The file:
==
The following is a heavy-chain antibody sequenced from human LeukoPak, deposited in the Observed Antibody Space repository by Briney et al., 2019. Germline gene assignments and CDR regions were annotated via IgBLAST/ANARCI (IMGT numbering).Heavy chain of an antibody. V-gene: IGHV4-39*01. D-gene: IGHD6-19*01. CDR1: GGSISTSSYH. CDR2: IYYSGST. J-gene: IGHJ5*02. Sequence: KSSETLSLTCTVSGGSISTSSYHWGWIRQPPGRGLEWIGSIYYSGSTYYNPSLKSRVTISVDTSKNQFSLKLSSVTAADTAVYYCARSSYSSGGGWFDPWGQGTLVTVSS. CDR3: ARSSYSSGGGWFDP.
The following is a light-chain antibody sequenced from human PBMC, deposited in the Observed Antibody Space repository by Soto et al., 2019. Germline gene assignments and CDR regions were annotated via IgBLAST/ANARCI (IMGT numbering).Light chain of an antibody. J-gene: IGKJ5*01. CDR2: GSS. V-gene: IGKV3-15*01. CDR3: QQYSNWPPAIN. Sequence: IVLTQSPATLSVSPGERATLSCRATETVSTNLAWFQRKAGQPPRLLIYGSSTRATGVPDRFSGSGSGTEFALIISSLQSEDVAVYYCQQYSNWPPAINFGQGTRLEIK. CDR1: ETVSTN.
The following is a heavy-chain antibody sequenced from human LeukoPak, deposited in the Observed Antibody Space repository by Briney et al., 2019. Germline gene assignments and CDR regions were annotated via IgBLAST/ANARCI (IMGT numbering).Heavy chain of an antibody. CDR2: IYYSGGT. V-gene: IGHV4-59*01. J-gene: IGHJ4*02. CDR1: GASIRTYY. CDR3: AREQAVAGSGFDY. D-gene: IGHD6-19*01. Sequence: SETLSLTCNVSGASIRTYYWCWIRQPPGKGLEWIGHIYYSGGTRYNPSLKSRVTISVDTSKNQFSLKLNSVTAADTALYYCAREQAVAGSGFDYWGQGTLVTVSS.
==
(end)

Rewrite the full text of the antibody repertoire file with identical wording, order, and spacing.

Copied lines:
The following is a heavy-chain antibody sequenced from human LeukoPak, deposited in the Observed Antibody Space repository by Briney et al., 2019. Germline gene assignments and CDR regions were annotated via IgBLAST/ANARCI (IMGT numbering).Heavy chain of an antibody. V-gene: IGHV4-39*01. D-gene: IGHD6-19*01. CDR1: GGSISTSSYH. CDR2: IYYSGST. J-gene: IGHJ5*02. Sequence: KSSETLSLTCTVSGGSISTSSYHWGWIRQPPGRGLEWIGSIYYSGSTYYNPSLKSRVTISVDTSKNQFSLKLSSVTAADTAVYYCARSSYSSGGGWFDPWGQGTLVTVSS. CDR3: ARSSYSSGGGWFDP.
The following is a light-chain antibody sequenced from human PBMC, deposited in the Observed Antibody Space repository by Soto et al., 2019. Germline gene assignments and CDR regions were annotated via IgBLAST/ANARCI (IMGT numbering).Light chain of an antibody. J-gene: IGKJ5*01. CDR2: GSS. V-gene: IGKV3-15*01. CDR3: QQYSNWPPAIN. Sequence: IVLTQSPATLSVSPGERATLSCRATETVSTNLAWFQRKAGQPPRLLIYGSSTRATGVPDRFSGSGSGTEFALIISSLQSEDVAVYYCQQYSNWPPAINFGQGTRLEIK. CDR1: ETVSTN.
The following is a heavy-chain antibody sequenced from human LeukoPak, deposited in the Observed Antibody Space repository by Briney et al., 2019. Germline gene assignments and CDR regions were annotated via IgBLAST/ANARCI (IMGT numbering).Heavy chain of an antibody. CDR2: IYYSGGT. V-gene: IGHV4-59*01. J-gene: IGHJ4*02. CDR1: GASIRTYY. CDR3: AREQAVAGSGFDY. D-gene: IGHD6-19*01. Sequence: SETLSLTCNVSGASIRTYYWCWIRQPPGKGLEWIGHIYYSGGTRYNPSLKSRVTISVDTSKNQFSLKLNSVTAADTALYYCAREQAVAGSGFDYWGQGTLVTVSS.